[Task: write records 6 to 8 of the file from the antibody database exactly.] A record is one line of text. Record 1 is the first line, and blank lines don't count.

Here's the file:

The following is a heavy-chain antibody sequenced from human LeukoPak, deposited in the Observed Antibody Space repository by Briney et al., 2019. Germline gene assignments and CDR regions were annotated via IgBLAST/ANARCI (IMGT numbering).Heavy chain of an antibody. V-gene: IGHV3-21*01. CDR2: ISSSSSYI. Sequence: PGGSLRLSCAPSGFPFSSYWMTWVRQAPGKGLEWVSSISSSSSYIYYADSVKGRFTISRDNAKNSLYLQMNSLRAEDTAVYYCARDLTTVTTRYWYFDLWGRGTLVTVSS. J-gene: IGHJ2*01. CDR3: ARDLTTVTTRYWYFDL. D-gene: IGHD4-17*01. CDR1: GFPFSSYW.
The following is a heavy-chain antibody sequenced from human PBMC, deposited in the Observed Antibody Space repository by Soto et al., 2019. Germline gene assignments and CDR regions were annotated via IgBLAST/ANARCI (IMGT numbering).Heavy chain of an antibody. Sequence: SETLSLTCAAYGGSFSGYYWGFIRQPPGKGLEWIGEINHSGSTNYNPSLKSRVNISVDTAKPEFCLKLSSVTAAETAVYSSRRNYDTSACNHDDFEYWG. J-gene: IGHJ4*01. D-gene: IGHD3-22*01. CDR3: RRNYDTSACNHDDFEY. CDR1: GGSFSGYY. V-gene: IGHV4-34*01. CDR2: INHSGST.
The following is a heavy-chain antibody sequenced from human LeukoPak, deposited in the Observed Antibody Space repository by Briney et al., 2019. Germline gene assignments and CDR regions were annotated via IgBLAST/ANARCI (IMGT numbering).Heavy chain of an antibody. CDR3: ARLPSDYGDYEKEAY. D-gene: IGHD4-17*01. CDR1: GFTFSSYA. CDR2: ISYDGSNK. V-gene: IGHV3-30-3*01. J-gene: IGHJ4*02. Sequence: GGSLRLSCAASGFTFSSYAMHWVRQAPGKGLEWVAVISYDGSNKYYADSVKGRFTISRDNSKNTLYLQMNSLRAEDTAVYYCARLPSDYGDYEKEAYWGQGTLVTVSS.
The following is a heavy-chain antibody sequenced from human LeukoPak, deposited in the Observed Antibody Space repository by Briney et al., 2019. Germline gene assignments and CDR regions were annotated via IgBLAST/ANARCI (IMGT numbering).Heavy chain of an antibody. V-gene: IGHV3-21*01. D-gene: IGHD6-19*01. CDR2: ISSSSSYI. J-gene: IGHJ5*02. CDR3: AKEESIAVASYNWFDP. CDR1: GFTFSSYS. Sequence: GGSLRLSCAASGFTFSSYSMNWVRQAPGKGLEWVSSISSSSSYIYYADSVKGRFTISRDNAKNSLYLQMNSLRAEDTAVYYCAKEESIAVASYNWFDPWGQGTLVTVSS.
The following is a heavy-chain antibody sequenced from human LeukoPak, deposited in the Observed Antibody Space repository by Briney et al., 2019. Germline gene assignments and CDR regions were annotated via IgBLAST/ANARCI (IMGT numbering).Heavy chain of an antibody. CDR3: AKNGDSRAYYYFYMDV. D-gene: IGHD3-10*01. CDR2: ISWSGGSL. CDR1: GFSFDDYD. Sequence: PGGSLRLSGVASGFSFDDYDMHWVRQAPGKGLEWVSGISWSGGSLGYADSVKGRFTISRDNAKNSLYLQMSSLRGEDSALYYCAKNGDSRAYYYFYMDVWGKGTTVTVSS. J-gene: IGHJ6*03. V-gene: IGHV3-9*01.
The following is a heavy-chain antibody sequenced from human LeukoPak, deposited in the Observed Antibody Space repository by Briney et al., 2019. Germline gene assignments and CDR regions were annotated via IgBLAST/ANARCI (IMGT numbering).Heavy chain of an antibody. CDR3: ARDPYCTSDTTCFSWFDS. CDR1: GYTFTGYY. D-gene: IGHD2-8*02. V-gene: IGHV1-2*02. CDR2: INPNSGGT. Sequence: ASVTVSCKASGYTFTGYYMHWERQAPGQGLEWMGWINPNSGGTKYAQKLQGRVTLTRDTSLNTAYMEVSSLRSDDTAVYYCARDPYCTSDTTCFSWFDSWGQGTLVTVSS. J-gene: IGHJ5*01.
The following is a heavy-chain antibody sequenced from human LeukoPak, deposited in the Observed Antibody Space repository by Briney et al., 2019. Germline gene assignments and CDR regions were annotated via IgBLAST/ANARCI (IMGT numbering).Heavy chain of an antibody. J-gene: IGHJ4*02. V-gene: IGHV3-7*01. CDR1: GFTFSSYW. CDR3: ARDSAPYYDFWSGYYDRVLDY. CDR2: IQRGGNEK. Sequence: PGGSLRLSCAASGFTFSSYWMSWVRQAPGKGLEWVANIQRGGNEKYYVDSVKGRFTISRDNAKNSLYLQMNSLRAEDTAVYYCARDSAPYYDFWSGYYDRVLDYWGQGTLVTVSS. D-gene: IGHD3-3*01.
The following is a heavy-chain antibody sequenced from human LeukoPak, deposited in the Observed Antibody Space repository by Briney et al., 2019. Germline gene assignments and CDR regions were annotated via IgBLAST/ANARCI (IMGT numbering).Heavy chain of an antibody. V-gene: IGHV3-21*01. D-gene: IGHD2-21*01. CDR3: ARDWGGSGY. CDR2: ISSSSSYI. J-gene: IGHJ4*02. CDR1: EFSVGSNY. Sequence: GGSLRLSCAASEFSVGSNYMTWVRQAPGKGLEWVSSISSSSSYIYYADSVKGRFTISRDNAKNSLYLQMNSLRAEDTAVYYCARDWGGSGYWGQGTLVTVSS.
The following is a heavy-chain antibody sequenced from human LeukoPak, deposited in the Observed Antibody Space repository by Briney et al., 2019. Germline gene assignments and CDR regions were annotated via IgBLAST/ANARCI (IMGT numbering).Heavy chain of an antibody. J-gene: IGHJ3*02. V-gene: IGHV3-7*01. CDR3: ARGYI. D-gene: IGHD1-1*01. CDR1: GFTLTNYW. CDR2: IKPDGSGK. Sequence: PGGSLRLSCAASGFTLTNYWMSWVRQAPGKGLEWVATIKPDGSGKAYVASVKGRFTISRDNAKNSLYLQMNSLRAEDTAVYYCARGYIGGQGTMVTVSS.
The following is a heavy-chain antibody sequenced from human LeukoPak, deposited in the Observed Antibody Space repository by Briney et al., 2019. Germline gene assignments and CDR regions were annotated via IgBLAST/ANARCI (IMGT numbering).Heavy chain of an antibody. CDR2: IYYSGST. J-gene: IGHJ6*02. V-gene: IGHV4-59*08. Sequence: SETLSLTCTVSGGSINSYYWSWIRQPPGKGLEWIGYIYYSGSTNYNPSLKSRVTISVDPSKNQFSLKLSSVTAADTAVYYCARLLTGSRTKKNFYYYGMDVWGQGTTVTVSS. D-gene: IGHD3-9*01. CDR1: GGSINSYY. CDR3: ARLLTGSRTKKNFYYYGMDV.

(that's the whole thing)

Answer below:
The following is a heavy-chain antibody sequenced from human LeukoPak, deposited in the Observed Antibody Space repository by Briney et al., 2019. Germline gene assignments and CDR regions were annotated via IgBLAST/ANARCI (IMGT numbering).Heavy chain of an antibody. CDR3: ARDPYCTSDTTCFSWFDS. CDR1: GYTFTGYY. D-gene: IGHD2-8*02. V-gene: IGHV1-2*02. CDR2: INPNSGGT. Sequence: ASVTVSCKASGYTFTGYYMHWERQAPGQGLEWMGWINPNSGGTKYAQKLQGRVTLTRDTSLNTAYMEVSSLRSDDTAVYYCARDPYCTSDTTCFSWFDSWGQGTLVTVSS. J-gene: IGHJ5*01.
The following is a heavy-chain antibody sequenced from human LeukoPak, deposited in the Observed Antibody Space repository by Briney et al., 2019. Germline gene assignments and CDR regions were annotated via IgBLAST/ANARCI (IMGT numbering).Heavy chain of an antibody. J-gene: IGHJ4*02. V-gene: IGHV3-7*01. CDR1: GFTFSSYW. CDR3: ARDSAPYYDFWSGYYDRVLDY. CDR2: IQRGGNEK. Sequence: PGGSLRLSCAASGFTFSSYWMSWVRQAPGKGLEWVANIQRGGNEKYYVDSVKGRFTISRDNAKNSLYLQMNSLRAEDTAVYYCARDSAPYYDFWSGYYDRVLDYWGQGTLVTVSS. D-gene: IGHD3-3*01.
The following is a heavy-chain antibody sequenced from human LeukoPak, deposited in the Observed Antibody Space repository by Briney et al., 2019. Germline gene assignments and CDR regions were annotated via IgBLAST/ANARCI (IMGT numbering).Heavy chain of an antibody. V-gene: IGHV3-21*01. D-gene: IGHD2-21*01. CDR3: ARDWGGSGY. CDR2: ISSSSSYI. J-gene: IGHJ4*02. CDR1: EFSVGSNY. Sequence: GGSLRLSCAASEFSVGSNYMTWVRQAPGKGLEWVSSISSSSSYIYYADSVKGRFTISRDNAKNSLYLQMNSLRAEDTAVYYCARDWGGSGYWGQGTLVTVSS.